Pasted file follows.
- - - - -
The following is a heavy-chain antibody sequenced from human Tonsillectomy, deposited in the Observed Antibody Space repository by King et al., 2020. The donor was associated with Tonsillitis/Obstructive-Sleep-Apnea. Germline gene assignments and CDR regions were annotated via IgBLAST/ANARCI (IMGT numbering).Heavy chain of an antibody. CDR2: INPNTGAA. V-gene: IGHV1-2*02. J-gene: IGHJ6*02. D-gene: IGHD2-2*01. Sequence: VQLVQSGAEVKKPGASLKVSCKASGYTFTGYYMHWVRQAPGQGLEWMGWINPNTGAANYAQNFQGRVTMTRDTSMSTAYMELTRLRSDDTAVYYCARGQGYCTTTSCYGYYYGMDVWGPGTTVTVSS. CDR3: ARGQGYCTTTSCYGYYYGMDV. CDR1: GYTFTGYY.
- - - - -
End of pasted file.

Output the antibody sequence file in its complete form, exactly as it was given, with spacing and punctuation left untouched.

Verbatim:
The following is a heavy-chain antibody sequenced from human Tonsillectomy, deposited in the Observed Antibody Space repository by King et al., 2020. The donor was associated with Tonsillitis/Obstructive-Sleep-Apnea. Germline gene assignments and CDR regions were annotated via IgBLAST/ANARCI (IMGT numbering).Heavy chain of an antibody. CDR2: INPNTGAA. V-gene: IGHV1-2*02. J-gene: IGHJ6*02. D-gene: IGHD2-2*01. Sequence: VQLVQSGAEVKKPGASLKVSCKASGYTFTGYYMHWVRQAPGQGLEWMGWINPNTGAANYAQNFQGRVTMTRDTSMSTAYMELTRLRSDDTAVYYCARGQGYCTTTSCYGYYYGMDVWGPGTTVTVSS. CDR3: ARGQGYCTTTSCYGYYYGMDV. CDR1: GYTFTGYY.